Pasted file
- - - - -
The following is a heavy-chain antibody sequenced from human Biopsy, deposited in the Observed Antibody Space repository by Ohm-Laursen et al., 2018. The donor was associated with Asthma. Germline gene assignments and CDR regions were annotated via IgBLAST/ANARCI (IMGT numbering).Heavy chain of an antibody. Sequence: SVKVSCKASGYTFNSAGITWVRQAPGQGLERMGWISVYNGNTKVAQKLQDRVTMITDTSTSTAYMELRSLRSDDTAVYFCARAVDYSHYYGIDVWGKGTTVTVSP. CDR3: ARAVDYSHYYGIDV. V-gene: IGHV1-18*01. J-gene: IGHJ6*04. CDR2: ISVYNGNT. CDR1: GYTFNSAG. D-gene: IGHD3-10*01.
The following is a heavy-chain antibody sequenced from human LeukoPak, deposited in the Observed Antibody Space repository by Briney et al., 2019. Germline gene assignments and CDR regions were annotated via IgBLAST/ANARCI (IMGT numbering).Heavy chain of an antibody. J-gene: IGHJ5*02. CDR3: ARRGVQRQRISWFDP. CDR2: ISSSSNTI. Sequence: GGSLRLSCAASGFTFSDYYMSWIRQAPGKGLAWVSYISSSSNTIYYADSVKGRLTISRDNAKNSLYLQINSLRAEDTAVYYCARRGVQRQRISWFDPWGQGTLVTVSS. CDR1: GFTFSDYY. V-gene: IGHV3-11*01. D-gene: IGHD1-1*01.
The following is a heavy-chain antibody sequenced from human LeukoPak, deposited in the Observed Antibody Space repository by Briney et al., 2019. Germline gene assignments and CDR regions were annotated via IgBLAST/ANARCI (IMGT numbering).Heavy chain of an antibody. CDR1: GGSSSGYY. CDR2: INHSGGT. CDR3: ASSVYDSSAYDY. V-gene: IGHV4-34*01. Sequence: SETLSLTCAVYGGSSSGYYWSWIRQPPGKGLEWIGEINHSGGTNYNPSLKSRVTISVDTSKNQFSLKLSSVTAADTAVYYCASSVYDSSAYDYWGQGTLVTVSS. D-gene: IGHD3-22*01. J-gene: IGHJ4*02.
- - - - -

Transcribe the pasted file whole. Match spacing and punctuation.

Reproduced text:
The following is a heavy-chain antibody sequenced from human Biopsy, deposited in the Observed Antibody Space repository by Ohm-Laursen et al., 2018. The donor was associated with Asthma. Germline gene assignments and CDR regions were annotated via IgBLAST/ANARCI (IMGT numbering).Heavy chain of an antibody. Sequence: SVKVSCKASGYTFNSAGITWVRQAPGQGLERMGWISVYNGNTKVAQKLQDRVTMITDTSTSTAYMELRSLRSDDTAVYFCARAVDYSHYYGIDVWGKGTTVTVSP. CDR3: ARAVDYSHYYGIDV. V-gene: IGHV1-18*01. J-gene: IGHJ6*04. CDR2: ISVYNGNT. CDR1: GYTFNSAG. D-gene: IGHD3-10*01.
The following is a heavy-chain antibody sequenced from human LeukoPak, deposited in the Observed Antibody Space repository by Briney et al., 2019. Germline gene assignments and CDR regions were annotated via IgBLAST/ANARCI (IMGT numbering).Heavy chain of an antibody. J-gene: IGHJ5*02. CDR3: ARRGVQRQRISWFDP. CDR2: ISSSSNTI. Sequence: GGSLRLSCAASGFTFSDYYMSWIRQAPGKGLAWVSYISSSSNTIYYADSVKGRLTISRDNAKNSLYLQINSLRAEDTAVYYCARRGVQRQRISWFDPWGQGTLVTVSS. CDR1: GFTFSDYY. V-gene: IGHV3-11*01. D-gene: IGHD1-1*01.
The following is a heavy-chain antibody sequenced from human LeukoPak, deposited in the Observed Antibody Space repository by Briney et al., 2019. Germline gene assignments and CDR regions were annotated via IgBLAST/ANARCI (IMGT numbering).Heavy chain of an antibody. CDR1: GGSSSGYY. CDR2: INHSGGT. CDR3: ASSVYDSSAYDY. V-gene: IGHV4-34*01. Sequence: SETLSLTCAVYGGSSSGYYWSWIRQPPGKGLEWIGEINHSGGTNYNPSLKSRVTISVDTSKNQFSLKLSSVTAADTAVYYCASSVYDSSAYDYWGQGTLVTVSS. D-gene: IGHD3-22*01. J-gene: IGHJ4*02.